For the past several years, leadership from various walks of life across Polk County have gathered for a dinner and a session to celebrate all the positive results of planning and hard work within various organizations.
Whether it be the Chamber of Commerce’s growing list of events and opportunities for members to work together or the County Commission’s passage of a new pay scale, there’s always items of note that help improve the lives of citizens across Polk.
This year, officials focused primarily on one big topic between the various presentations: ways that local government and organizations are helping to make the lives of people a little better every day.
Chamber Executive Director Blair Elrod also used the occasion as a chance to celebrate board members from the organization who have finished out their service and are moving on to other areas where they can help, and one person in particular that stepped up for months to provide a lending hand.
Risa Foley stepped in to provide her services to the Chamber while Elrod was out on a leave of absence caring for her newborn son Truett. Foley was presented an award for her efforts from July through September.
The Chamber, who organizes the State of the Community annually, presented their annual achievements to the county as a whole.
Included among those were dozens of events, new membership and more. Following Elrod’s presentation, Development Authority of Polk County’s chair Jamie Morris came to to the podium to provide an overview of where the organization promoting economic development opportunities have achieved.
Their biggest item of the night was the introduction of the DAPC’s new CEO and President Terry Schwindler. She replaced Missy Kendrick, who in past months took on the role of heading up the Rome-Floyd County Development Authority.
Morris also praised the expansion of businesses and industries in the county including his own Cedarstream, who opened their new facility in the Cedartown Northside Industrial Park in early 2019, and for the newest addition to the county, the new Interntional Union of Operating Engineers Local 926 training facility being built on property next door to Cedartown Middle School.
Other local achievements praised over the past year included County Commission Chair Jennifer Hulsey’s positive review of the county’s improved pay scale approved in past months and implemented in mid-October. She talked about the overall effort to equalize pay for county employees and increase competition in starting salary for new hires with other municipalities around the region.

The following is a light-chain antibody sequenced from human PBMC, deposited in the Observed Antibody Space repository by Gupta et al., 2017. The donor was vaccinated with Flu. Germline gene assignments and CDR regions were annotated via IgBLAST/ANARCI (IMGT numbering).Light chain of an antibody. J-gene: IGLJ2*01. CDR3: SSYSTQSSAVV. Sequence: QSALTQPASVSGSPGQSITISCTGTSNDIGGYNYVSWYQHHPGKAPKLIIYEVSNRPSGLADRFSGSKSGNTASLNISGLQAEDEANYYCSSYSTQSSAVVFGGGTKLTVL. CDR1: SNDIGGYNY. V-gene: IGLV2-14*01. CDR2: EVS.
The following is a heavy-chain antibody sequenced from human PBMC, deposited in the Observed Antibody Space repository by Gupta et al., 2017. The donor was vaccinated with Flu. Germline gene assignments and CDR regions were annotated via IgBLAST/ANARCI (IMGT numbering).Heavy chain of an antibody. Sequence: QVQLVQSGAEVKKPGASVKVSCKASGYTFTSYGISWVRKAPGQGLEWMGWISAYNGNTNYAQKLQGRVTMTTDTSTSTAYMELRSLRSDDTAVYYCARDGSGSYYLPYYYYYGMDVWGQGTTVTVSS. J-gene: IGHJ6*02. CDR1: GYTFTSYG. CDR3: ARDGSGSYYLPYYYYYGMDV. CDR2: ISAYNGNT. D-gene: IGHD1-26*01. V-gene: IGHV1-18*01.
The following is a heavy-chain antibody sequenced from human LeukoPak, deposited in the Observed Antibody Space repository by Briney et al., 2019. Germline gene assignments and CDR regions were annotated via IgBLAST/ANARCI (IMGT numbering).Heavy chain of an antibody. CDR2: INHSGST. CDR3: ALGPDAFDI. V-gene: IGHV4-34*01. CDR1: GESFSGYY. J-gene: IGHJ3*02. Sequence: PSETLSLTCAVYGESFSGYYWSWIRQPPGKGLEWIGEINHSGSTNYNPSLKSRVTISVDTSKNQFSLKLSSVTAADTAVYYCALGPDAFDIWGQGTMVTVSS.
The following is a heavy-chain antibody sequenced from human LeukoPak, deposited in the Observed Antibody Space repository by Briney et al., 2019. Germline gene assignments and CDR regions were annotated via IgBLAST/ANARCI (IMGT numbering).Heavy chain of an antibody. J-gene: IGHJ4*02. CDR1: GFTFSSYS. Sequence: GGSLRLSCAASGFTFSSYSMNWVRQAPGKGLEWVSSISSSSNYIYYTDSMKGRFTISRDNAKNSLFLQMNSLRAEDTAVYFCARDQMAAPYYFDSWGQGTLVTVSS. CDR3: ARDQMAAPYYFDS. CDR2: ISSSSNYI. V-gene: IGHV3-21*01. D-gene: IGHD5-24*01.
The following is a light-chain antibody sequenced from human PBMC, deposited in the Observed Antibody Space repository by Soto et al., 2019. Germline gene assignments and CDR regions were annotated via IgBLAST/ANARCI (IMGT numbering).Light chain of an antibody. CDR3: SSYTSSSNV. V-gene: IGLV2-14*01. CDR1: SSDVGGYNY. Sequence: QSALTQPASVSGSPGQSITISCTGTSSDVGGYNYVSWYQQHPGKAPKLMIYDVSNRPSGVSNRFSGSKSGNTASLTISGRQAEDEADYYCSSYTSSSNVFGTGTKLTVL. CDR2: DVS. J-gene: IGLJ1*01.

Hulsey also talked about the ongoing work on the Cornelius Moore Field runway extension, annual paving, and the county’s continued lawsuit over operations at the Grady Road Landfill. Hulsey called on people to report problems around the landfill to the county commission.
As of press time, the lawsuit remained in limbo waiting for a new hearing in the Tallapoosa Circuit Superior Court that has been continued several times.
In news from the cities, Commission Chair Matt Foster praised new restaurants like Kizuna and WNB Factory, the forthcoming Popeye’s Chicken and dozens of other new businesses within the Cedartown City Limits as sign of progress. He also talked about recreation opportunities on the rise for local youth, including the soon-to-be fully completed soccer complex at Goodyear Park on West Avenue, and praised the growth of youth participation over the past year in several sports.
Foster also praised new events like the Holloway Hunny Pot Festival as examples of how officials are trying to attract more people to come to town and create new business opportunities along the way.
Rockmart Mayor Steve Miller in his final State of the Community address used his time to talk about improvements in Rockmart, opportunities like the filming of “Irresistible” during the spring months in downtown, and even the purchase of new public safety equipment, including the largest single purchase of a new ladder truck for the Rockmart Fire Department.
Miller also made a plea that received a round of applause from the audience for local leadership to come together and work out a paid/volunteer fire department that would serve the needs of the whole county, and not just the individual cities or unincorporated areas.
The Polk School District also got the chance to provide positive feedback on the year as Superintendent Laurie Atkins discussed increasing graduation rates, the success so far of Graduate Polk and how educators are helping students and their families with a variety of needs, and much more.
State Rep. Trey Kelley spoke about the accomplishments on the state level, including a reduction in state income tax rates, full funding for education and increases in pay promised by Governor Brian Kemp for teachers, and the work being done to increase broadband access to rural customers.
The annual State of the Community address is held in late October as a way for officials to showcase what has come, and preview some what will be the focus of the new year.